Furthermore he argued:

"No one likes to be criticised. Can I say that? None of us likes to be criticised. I don't like it I am sure the plaintiff doesn't like it. But if we want to live in a democracy, then we better get used to it. I can understand they don't like it but supposing I am right… My point is what at the end of the day? That my news channel which is based on subscription, I don't take any advertisements. Therefore I say, I may be right or I may be wrong, I say that I am unbiased. What I am therefore saying is that the state of media in the Country today is such."

"Be it the media on the left or right or anybody, everyone is equally blame worthy. Those days of dispassionate reporting have gone. That is my opinion. That is also the opinion of the defendant. So when the defendant makes an opinion and says that there is no longer any dispassionate reporting and the reporting is biased, you may not like it. But is it not for the public to be informed that when you watch the news, be careful because all the news that is coming to you comes through a prism or through some tainted glasses?"

"When I point this out in my programme, how is it not in public interest? And is it correct to give an injunction when I am going to my subscribers. They want to see this. They pay money to see my programmes where I am reviewing other news channels."

Furthermore, Kirpal argued that the media is called the fourth estate for the reason of being a very important limb of governance in the Country for keeping the other three organs in check. He added that there is no mechanism for regulating the media other than self regulation.

Can't Media Houses Comment On Each Other's Work & Keep Free Speech In Check? Newslaundry To Delhi High Court In TV Today's Suit

He said that even the law recognizes that the appropriate forum to ensure that media performs its functions in an efficient manner is through self regulation.

"But if you are saying that every time you're self regulating, you are indulging in commercial disparagement, they will be in lawlessness," Kirpal argued.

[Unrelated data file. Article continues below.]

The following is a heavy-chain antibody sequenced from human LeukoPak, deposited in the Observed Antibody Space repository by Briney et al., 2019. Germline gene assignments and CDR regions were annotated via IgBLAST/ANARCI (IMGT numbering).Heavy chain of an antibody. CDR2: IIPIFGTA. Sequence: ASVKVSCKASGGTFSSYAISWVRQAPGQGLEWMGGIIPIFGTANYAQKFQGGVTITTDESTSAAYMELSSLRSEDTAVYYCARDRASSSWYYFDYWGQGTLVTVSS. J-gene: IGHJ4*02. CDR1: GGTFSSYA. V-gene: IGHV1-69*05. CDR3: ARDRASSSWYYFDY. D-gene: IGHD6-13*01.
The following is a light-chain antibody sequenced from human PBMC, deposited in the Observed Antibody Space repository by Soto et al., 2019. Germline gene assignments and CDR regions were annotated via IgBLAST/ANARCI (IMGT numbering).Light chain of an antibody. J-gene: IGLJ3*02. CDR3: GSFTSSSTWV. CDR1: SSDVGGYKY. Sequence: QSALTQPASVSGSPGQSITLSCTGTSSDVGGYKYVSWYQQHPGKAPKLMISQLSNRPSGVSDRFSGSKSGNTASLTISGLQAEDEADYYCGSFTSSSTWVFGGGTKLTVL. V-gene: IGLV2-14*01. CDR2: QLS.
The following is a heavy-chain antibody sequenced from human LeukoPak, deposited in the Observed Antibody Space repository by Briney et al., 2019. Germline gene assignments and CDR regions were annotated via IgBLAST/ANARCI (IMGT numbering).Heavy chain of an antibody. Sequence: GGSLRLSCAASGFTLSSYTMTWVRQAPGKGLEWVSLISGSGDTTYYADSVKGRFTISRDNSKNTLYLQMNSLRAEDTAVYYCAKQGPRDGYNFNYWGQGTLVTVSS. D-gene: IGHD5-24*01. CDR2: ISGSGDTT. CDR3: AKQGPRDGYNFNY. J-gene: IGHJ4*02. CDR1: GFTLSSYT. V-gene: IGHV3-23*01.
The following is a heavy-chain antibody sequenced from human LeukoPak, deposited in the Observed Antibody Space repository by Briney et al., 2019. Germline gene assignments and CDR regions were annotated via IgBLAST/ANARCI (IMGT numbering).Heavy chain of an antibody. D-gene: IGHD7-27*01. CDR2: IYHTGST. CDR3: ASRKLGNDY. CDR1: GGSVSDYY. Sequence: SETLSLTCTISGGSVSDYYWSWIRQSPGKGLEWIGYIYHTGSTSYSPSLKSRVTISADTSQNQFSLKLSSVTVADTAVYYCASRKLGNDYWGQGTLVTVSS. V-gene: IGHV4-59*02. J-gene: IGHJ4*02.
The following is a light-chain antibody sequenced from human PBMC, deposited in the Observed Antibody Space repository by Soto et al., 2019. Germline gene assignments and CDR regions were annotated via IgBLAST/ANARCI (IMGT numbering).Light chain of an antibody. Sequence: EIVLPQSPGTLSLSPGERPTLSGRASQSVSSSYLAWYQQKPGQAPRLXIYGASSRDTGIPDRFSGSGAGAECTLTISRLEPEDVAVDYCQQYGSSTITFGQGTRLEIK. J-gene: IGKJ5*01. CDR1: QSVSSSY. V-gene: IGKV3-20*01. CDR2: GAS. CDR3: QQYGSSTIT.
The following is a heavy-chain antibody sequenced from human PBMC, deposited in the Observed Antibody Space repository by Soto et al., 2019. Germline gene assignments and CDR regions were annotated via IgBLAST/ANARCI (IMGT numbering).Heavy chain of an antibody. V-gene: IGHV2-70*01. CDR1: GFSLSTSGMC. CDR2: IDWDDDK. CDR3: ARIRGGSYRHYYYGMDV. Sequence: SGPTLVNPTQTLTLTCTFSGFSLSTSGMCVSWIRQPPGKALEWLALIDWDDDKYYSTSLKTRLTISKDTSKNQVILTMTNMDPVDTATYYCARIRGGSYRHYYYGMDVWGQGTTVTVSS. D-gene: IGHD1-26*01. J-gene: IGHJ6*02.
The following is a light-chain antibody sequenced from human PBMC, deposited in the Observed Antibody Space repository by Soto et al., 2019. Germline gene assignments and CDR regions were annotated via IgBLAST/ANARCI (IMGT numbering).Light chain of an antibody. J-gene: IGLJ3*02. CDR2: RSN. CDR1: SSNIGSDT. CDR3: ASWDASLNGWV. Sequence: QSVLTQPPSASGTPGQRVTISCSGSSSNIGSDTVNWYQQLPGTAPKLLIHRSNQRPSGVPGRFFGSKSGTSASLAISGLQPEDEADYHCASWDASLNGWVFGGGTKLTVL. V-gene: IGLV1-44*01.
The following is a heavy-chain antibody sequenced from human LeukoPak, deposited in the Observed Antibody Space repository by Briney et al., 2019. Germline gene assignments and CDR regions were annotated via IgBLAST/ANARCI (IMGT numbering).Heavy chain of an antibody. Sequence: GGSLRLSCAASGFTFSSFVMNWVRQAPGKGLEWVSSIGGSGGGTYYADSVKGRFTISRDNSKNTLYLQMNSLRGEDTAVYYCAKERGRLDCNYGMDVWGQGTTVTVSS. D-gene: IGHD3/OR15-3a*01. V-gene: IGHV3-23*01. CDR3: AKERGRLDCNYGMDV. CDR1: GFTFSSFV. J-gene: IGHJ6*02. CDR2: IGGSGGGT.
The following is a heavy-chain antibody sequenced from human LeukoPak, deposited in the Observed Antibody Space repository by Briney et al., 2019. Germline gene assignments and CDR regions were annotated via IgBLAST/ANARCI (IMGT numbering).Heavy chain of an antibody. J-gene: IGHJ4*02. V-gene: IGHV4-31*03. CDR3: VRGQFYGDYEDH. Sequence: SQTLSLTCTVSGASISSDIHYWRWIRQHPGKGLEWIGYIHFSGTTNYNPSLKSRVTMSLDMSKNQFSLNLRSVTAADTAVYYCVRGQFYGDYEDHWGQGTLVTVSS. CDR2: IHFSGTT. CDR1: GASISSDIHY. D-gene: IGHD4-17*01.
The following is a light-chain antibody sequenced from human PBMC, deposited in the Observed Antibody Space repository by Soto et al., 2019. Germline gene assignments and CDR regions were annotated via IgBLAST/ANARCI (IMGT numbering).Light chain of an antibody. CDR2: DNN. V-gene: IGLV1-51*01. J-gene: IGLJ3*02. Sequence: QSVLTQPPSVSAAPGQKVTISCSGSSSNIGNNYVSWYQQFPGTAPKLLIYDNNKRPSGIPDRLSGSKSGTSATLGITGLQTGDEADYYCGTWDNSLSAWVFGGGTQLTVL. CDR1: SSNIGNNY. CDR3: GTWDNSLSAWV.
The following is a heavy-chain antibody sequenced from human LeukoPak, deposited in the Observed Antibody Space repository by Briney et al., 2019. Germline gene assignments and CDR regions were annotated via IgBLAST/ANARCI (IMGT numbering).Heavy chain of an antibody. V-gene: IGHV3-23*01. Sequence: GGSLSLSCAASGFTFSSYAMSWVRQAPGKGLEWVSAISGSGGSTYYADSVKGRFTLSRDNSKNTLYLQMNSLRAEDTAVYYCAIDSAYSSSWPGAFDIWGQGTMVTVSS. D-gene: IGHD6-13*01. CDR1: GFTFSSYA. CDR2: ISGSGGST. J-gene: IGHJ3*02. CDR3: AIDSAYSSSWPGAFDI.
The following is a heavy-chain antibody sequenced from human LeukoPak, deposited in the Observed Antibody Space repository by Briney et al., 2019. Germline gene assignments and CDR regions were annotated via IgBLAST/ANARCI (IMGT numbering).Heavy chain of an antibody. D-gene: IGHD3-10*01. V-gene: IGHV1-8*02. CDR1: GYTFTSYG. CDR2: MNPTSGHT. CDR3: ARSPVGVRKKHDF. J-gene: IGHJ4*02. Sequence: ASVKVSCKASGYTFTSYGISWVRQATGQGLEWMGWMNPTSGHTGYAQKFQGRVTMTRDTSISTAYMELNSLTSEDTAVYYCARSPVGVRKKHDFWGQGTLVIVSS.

He referred to the Press Council of India Act which, he said, is meant to supervise functioning of various press organs. He argued that the same is a mechanism of self regulation which is recognized under Article 19(1)(a) of the Constitution of India to say that media is best governed by itself.

"What I am offering by critique is an attempt to self regulate. Every criticism may not be fair or just or light. But it doesn't amount to defamation. Because I will say on that criticism, that look my criticism is correct. I will plead truth as a defence," he added.

"Law is that the moment you plead truth as a defence, interlocutory injunction will be refused and matter will be sent to trial," Kirpal said.

Kirpal further argued:

"What I am doing is making an honest review of your work in a manner that is satirical. So its satire that I am indulging into. One is direct commentary and the second is satire. I am mocking you."

The matter will now continued to be heard on February 28.

Earlier, Kirpal had argued that while copyright infringement is a commercial dispute, defamation is not and if there are non-commercial causes of action then the suit cannot be called a commercial suit. He stated that if the present suit is declared a commercial suit, it will open floodgates.

About the Suit

The suit alleges that Newslaundry had uploaded various videos on its website including social media platforms, infringing TV Today Network's copyright. It is also alleged that the online news portal also made "unfair, untrue and disparaging defamatory remarks" about its anchors as well as the management.

The company has therefore sought permanent and mandatory injunction against Newslaundry, it's CEO Abhinandan Sekhri and others.

It has been alleged that the impugned acts of the Defendants caused defamation to TV Today Network , its news channels, anchors, employees and management and caused prejudice to their commercial reputation and goodwill.

According to the suit, the unpermitted and unlicensed use of the original cinematograph films and sound recordings of the Plaintiff company by the Defendants is not protected by sec. 52 of the Copyright Act, 1957.

Case Title: TV Today Network Pvt Ltd v. Newslaundry & ORS.